The blooms from Princes Street Gardens and other parks are being sent for composting even though they would flower again year after year.
The council said it was the cheapest way of ensuring the city enjoys bright floral displays throughout the year.
But the local authority has been urged to consider giving the plants away to schools and community groups rather than mulching them.
Council workers are currently stripping out spring flowers such as tulips and polyanthus to make way for summer blooms.
Green councillor Alison Johnstone wants to see schools and other interested parties invited to a "free flower day" where they could come armed with trowels and take away the plants earmarked for composting.
She said: "There's lots of eco-schools in the city and lots of Victorian playgrounds that would welcome that burst of colour.
"While it's commendable that they are going to be composted rather than dumped altogether, if these are perennial flowers it does seem wasteful.
"I would imagine that if you had a day where people could collect the plants, they would be snapped up.
"If you gave me the opportunity to go and get a couple of baskets from Princes Street Gardens, I would snap it up."
The city council said the composting was standard practice across Edinburgh's parks as it was more economical than storing the plants for another year.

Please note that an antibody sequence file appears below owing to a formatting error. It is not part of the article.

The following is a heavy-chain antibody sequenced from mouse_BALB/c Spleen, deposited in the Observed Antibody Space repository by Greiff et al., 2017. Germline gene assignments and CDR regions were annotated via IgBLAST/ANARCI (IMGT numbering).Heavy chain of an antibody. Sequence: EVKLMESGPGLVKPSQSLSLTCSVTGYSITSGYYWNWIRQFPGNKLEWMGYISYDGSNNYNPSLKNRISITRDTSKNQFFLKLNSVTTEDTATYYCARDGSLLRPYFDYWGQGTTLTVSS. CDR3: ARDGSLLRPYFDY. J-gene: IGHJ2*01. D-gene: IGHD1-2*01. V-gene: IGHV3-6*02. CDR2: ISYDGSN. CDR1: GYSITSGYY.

The council does keep pot plants and baskets across city buildings, unless they are seasonal and die naturally.
A council spokesman said: "Old flowers are removed and composted to help fertilise future planting.
"It wouldn't be at all economical to keep them in storage as they would need to be stripped back, cleaned and lined – a very big job which would take a lot of time.
"It's much cheaper to plant new flowers next year."
The spokesman said amateur gardeners could not be easily invited to help themselves as the plants needed to be properly removed and the beds prepared for the new plants.
Beechgrove Garden star Lesley Watson, who also runs New Hopetoun Gardens, at Broxburn, in West Lothian, said she sympathised with the council.
She said: "What we would do in our own gardens is lift them and split them and they would go on forever and ever so it does seem a shame.
"But, although it does seem very wasteful, they are trying to get the best performance from the flowers.
"It seems like a nice idea to pass them on to schools or whatever, but they will also be thinking about the logistics of it and the financial consequences.
"It's not an ideal world, but they're aiming for peak summer time when all the tourists are in Edinburgh for the Festival."